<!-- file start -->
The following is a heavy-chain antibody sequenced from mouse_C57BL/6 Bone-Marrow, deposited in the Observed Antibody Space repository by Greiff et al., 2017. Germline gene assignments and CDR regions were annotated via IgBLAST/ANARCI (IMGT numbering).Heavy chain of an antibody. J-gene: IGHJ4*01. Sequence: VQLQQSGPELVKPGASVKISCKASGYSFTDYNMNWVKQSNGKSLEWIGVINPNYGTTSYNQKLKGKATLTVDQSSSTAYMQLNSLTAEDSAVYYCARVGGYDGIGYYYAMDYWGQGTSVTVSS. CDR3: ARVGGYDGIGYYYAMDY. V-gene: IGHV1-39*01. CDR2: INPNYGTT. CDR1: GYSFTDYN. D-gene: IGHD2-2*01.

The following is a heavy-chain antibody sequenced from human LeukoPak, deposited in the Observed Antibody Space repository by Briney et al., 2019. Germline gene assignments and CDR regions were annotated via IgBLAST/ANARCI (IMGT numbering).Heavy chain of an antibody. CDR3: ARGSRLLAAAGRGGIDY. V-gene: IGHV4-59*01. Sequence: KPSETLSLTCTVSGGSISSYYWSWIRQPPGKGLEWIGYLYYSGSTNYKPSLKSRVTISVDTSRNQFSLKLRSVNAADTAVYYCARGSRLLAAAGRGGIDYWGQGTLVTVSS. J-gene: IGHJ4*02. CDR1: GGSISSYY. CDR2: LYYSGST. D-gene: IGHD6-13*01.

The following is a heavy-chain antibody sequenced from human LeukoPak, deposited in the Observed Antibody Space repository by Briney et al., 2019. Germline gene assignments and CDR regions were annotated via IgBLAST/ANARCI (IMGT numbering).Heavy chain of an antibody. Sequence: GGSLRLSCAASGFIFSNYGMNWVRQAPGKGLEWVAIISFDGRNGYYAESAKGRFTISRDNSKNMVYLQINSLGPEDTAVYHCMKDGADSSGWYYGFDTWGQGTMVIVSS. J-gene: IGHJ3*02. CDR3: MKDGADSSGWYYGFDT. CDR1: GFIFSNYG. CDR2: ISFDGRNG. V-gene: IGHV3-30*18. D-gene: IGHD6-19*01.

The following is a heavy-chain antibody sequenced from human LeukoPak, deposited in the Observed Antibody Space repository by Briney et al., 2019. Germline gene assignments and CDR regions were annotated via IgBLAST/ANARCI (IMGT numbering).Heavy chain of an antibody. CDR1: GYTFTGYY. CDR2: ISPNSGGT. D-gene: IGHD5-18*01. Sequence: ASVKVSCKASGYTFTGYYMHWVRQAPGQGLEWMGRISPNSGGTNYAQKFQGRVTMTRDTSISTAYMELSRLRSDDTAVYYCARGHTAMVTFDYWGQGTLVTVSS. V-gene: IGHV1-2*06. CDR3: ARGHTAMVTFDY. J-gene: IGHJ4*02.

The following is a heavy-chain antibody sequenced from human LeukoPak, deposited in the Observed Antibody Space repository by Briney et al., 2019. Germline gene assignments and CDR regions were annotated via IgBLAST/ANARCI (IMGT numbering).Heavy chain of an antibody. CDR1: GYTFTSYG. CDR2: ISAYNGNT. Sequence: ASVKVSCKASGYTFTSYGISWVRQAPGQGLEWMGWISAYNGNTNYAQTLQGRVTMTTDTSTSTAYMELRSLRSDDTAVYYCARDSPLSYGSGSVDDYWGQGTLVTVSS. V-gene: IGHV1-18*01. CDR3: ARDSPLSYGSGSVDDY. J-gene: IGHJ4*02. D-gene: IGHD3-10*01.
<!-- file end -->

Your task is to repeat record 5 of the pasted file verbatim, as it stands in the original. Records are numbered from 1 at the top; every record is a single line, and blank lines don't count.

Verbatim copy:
The following is a heavy-chain antibody sequenced from human LeukoPak, deposited in the Observed Antibody Space repository by Briney et al., 2019. Germline gene assignments and CDR regions were annotated via IgBLAST/ANARCI (IMGT numbering).Heavy chain of an antibody. CDR1: GYTFTSYG. CDR2: ISAYNGNT. Sequence: ASVKVSCKASGYTFTSYGISWVRQAPGQGLEWMGWISAYNGNTNYAQTLQGRVTMTTDTSTSTAYMELRSLRSDDTAVYYCARDSPLSYGSGSVDDYWGQGTLVTVSS. V-gene: IGHV1-18*01. CDR3: ARDSPLSYGSGSVDDY. J-gene: IGHJ4*02. D-gene: IGHD3-10*01.